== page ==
now in theaters
ANOTHER YEAR Mike Leigh ( HappyGo-Lucky) has turned out another terrific movie using his wonderful repertory company of actors ( Jim Broadbent, Ruth Sheen, and a brilliant Lesley Manville) to tell a story of
a happy couple and their friends and acquaintances, whose lives are variations on a theme of desperation. Leigh holds his central couple up as an ideal, like an idyllic family scene glimpsed through a window by a passing traveler, all warmth and light and everything the less fortunate would like their lives to be. Rated PG-13. 129 minutes. Santa Fe. ( Jonathan Richards)
Director Alejandro González Iñárritu is working here without his former writing collaborator Guillermo Arriaga (with whom he made and The result is more linear than those films, and it’s relentlessly grim. But it’s powerful, and it sometimes shocks you with its beauty and tragedy, while at other times it pummels you with its lugubrious excess. There are many reasons to see the film, highlighted by Javier Bardem’s extraordinary performance, which has earned him an Oscar nomination. Rated R. 148 minutes. In Spanish with subtitles. Santa Fe. ( Jonathan Richards)
Director David O. Russell returns to the screen after a six-year absence with a terrific boxing story based on the career of “Irish” Micky Ward, a tough brawler from Lowell, Massachusetts. The cast is great, with Mark Wahlberg portraying the stolid Ward, Christian Bale as his drug-addict half-brother Dicky Eklund, and Melissa Leo as their controlling mother. Amy Adams is the tough but tender girlfriend who helps steer Micky on the right path. Nominated for seven Academy Awards, including for best picture and director. Bale, Leo, and Adams also got nods. Rated R. 115 minutes. Santa Fe. ( Jonathan Richards)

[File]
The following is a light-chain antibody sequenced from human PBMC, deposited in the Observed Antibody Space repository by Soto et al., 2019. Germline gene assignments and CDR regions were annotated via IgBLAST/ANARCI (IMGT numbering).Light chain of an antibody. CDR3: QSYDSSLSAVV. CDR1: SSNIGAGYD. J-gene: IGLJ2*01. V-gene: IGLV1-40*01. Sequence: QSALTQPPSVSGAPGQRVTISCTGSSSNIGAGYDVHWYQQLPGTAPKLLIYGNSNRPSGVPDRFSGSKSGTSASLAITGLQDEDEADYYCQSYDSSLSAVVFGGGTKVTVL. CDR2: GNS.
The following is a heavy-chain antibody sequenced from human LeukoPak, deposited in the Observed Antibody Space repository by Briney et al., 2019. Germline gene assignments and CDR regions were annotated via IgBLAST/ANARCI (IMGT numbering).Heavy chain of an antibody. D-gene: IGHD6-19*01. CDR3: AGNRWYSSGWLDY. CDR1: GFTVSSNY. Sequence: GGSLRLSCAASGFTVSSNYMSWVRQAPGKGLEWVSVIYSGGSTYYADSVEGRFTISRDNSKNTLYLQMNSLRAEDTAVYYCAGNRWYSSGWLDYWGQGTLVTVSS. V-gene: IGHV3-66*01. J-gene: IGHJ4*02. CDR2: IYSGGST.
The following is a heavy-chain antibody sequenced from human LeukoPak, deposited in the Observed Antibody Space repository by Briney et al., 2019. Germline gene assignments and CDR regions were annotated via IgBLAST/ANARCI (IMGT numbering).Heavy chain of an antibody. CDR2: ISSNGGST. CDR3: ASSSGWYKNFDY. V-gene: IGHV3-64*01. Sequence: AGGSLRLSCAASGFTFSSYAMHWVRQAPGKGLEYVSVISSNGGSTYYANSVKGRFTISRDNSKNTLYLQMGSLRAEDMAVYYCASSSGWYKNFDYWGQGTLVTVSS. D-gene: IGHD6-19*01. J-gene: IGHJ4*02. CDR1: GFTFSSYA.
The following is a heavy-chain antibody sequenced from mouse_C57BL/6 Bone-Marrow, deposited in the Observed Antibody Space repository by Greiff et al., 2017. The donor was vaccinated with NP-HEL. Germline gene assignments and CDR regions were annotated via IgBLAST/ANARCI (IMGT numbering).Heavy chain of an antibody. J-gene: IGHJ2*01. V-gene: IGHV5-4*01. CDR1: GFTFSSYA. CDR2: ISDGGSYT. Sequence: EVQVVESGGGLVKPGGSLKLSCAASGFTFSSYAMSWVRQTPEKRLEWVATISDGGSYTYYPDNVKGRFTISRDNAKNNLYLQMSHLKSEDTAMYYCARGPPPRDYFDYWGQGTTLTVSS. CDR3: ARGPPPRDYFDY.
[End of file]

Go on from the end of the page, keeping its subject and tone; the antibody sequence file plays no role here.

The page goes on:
Regal Stadium 14,
Darren Aronofsky turns his brutal vision on the world of ballet in this story of a young dancer driven to madness by artistic ambition. Rising ballerina Nina (Natalie Portman) must get in touch with her dark side to play the Black Swan while maintaining her virginal goodness for the White Swan in a famous ballet. The movie has lots of pain, blood, eroticism, and conspicuous excess. Portman delivers the character, but she’s no prima ballerina. Nominated for five Academy Awards, including for best picture, director, and actress (Portman). Rated R. 110 minutes.
Santa Fe. ( Jonathan Richards)
Channing Tatum plays a Roman centurion who brings his British slave ( Jamie Bell) on a mission to Scotland to figure out why a legion of Roman soldiers disappeared there, only to be taken captive. Rated PG-13. 114 minutes.
Santa Fe; Española. (Not reviewed)
GNOMEO & JULIET
William Shakespeare is no doubt doing somersaults in his grave thanks to this movie, which transforms his great romantic tragedy
into an obnoxious comedy starring animated garden gnomes. The movie’s lingo (“Call me!”), pop-culture references ( and music (1970s-era Elton John) feel more dated than the Bard’s timeless tale. Rated G. 84 minutes. Screens in 3-D only at Santa Fe; Los Alamos; Taos. Screens in 2-D only at
Española. (Not reviewed)
Romeo and Juliet
Regal Stadium 14, Storyteller, DreamCatcher,
Writer/star Seth Rogen tailors his slacker character to the Green Hornet, the hero born as a 1930s radio serial, later a TV show that launched Bruce Lee to stardom as Kato, the Hornet’s chauffeur, inventor, and martial-arts sidekick (played here by Jay Chou). Rogen’s Britt Reid (the Hornet’s alter ego) is a jerk. Director Michel Gondry compensates with explosions, battles, and enough destruction to ensure that if there’s a sequel it won’t be in L.A., because there’s not enough of it left. Rated PG-13. 110 minutes. Screens in 3-D only at Santa Fe. Screens in 2-D only at Española. ( Jonathan Richards)